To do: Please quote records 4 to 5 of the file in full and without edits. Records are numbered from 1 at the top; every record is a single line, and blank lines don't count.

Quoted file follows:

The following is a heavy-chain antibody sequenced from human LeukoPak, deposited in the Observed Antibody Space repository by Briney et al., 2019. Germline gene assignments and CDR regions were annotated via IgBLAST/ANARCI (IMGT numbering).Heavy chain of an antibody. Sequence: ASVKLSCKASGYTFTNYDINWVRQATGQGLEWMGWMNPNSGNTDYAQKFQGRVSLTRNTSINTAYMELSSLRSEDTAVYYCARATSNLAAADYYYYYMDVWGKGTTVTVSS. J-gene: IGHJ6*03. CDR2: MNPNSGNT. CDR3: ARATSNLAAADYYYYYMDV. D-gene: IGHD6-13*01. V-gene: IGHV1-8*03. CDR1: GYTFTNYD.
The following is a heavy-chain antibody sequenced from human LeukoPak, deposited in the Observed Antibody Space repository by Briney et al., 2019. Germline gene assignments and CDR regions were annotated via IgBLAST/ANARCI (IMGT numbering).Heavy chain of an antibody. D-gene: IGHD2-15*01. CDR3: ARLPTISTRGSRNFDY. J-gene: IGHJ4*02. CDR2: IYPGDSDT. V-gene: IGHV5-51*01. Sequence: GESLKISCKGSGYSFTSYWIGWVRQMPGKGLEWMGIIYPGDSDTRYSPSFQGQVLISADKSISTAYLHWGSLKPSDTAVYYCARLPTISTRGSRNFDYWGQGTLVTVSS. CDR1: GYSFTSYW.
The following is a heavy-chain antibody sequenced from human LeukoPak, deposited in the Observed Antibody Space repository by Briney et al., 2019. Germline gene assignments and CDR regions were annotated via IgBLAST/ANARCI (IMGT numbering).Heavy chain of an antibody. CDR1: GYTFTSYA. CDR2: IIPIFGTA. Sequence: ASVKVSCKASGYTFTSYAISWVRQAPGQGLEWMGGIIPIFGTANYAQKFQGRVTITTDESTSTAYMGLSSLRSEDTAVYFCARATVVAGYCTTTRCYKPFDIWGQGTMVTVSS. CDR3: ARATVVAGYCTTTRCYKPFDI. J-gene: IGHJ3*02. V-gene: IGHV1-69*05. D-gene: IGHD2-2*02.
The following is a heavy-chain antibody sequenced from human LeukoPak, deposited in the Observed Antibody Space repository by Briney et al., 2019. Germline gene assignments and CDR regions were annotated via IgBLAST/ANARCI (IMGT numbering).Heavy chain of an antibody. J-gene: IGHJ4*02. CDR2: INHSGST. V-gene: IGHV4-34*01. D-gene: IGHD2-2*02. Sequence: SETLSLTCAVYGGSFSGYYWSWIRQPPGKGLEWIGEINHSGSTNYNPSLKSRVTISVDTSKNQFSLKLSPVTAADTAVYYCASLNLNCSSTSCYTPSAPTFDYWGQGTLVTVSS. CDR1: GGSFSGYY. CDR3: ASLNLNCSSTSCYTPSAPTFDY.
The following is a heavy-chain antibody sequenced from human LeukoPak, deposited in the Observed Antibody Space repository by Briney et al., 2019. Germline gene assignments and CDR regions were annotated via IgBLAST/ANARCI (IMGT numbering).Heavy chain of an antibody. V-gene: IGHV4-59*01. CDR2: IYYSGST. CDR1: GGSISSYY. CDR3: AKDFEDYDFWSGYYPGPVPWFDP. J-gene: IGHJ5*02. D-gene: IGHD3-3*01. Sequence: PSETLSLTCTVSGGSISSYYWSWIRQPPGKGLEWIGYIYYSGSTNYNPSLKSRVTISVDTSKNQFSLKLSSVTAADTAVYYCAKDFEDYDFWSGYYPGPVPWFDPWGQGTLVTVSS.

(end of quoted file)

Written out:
The following is a heavy-chain antibody sequenced from human LeukoPak, deposited in the Observed Antibody Space repository by Briney et al., 2019. Germline gene assignments and CDR regions were annotated via IgBLAST/ANARCI (IMGT numbering).Heavy chain of an antibody. J-gene: IGHJ4*02. CDR2: INHSGST. V-gene: IGHV4-34*01. D-gene: IGHD2-2*02. Sequence: SETLSLTCAVYGGSFSGYYWSWIRQPPGKGLEWIGEINHSGSTNYNPSLKSRVTISVDTSKNQFSLKLSPVTAADTAVYYCASLNLNCSSTSCYTPSAPTFDYWGQGTLVTVSS. CDR1: GGSFSGYY. CDR3: ASLNLNCSSTSCYTPSAPTFDY.
The following is a heavy-chain antibody sequenced from human LeukoPak, deposited in the Observed Antibody Space repository by Briney et al., 2019. Germline gene assignments and CDR regions were annotated via IgBLAST/ANARCI (IMGT numbering).Heavy chain of an antibody. V-gene: IGHV4-59*01. CDR2: IYYSGST. CDR1: GGSISSYY. CDR3: AKDFEDYDFWSGYYPGPVPWFDP. J-gene: IGHJ5*02. D-gene: IGHD3-3*01. Sequence: PSETLSLTCTVSGGSISSYYWSWIRQPPGKGLEWIGYIYYSGSTNYNPSLKSRVTISVDTSKNQFSLKLSSVTAADTAVYYCAKDFEDYDFWSGYYPGPVPWFDPWGQGTLVTVSS.